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Are You Interested in Starting a Small Business?

Small Business
young woman works on laptop amid plants and plans to start her own small business as a florist

With almost 29 million small businesses in America today, according to the Small Business Administration, being your own boss may seem more tangible than ever before. But it can be difficult to choose between starting a small business and a traditional 9–5 job, as there are many factors to consider.

Being an entrepreneur gives many people a sense of freedom — and the ability to take chances and make choices without having to report to anyone. While that freedom comes with many challenges, some key considerations could help you decide if starting your own business is right for you.

Taking Risks: Are You Ready?

Some people just feel more comfortable with a regular paycheck. For them, knowing how much money will come in every month to cover expenses gives them peace of mind. When evaluating your personal risk tolerance, remember there's no right or wrong answer.

Does the idea of working for yourself, and not having an employer-based safety net, give you a bad feeling? This feeling doesn't have to stop you from starting a small business. However, it could help you understand that you seek a more stable foundation.

If you're unsure of your personal risk tolerance, one option is to take baby steps toward starting a business. Consider working on it during non-business hours, such as nights and weekends. This strategy could help you determine if the business is financially viable and whether there's a market for it.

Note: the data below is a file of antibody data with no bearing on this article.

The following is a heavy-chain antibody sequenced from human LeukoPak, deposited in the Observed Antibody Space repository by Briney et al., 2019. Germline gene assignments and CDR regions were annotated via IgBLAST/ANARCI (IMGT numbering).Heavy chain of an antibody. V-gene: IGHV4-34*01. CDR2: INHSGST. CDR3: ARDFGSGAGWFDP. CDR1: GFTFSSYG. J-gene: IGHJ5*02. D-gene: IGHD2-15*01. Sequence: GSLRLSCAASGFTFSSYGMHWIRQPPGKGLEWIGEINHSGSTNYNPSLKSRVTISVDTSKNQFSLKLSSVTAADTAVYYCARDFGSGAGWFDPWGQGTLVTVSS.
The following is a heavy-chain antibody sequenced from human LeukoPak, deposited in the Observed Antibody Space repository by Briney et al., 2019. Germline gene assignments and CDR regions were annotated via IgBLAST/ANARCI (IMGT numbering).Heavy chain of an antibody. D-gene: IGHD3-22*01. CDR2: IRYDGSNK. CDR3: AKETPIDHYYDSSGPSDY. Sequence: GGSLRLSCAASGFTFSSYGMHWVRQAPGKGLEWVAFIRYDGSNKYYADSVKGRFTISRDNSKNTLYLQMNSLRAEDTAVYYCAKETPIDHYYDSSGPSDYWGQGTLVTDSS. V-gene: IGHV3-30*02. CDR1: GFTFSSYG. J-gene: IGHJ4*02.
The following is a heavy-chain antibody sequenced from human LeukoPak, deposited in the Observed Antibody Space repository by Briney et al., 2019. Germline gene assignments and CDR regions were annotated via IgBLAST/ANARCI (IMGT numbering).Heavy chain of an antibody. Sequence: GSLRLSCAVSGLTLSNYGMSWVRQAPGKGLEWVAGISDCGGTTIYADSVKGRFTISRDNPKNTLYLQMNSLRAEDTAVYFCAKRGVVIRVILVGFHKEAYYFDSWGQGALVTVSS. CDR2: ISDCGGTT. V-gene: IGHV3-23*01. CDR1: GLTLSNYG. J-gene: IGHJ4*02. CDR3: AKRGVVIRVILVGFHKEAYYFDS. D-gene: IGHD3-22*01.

Quitting your job to run the business full-time could be less risky if you already have some income from it or are seeing a lot of customer interest.

Consider Your Financial Foundation

Is cash outlay, which is the money a company uses for operating expenses, required for your dream business? Different types of businesses require different amounts of cash to get started. If you're opening a store, restaurant or franchise, for example, you may need money for rent, building out the retail space and paying the investment and equipment fees. Even if your potential business doesn't require cash to start, you may still need to cover living expenses for yourself. You might also need money for marketing, insurance, technology and business services, such as legal fees.

How will you finance these expenses? A small-business loan is one option. For that, you will need to show the lender a developed business plan. Some people rely on credit cards to pay for business expenses, but that gets expensive — especially with high interest rates.

Even borrowing money from friends or family members has its challenges. If you have difficulty repaying the loan as promised, you could damage your relationship with your loved one. Before borrowing money from any source, it's important to understand how much money you need, as well as how you'll pay it back and over what period.

Growth Potential: Open for Business

It's almost impossible to know just how successful a business will be, but it's still important to consider its growth potential. The following questions could help you reflect on your chances for success: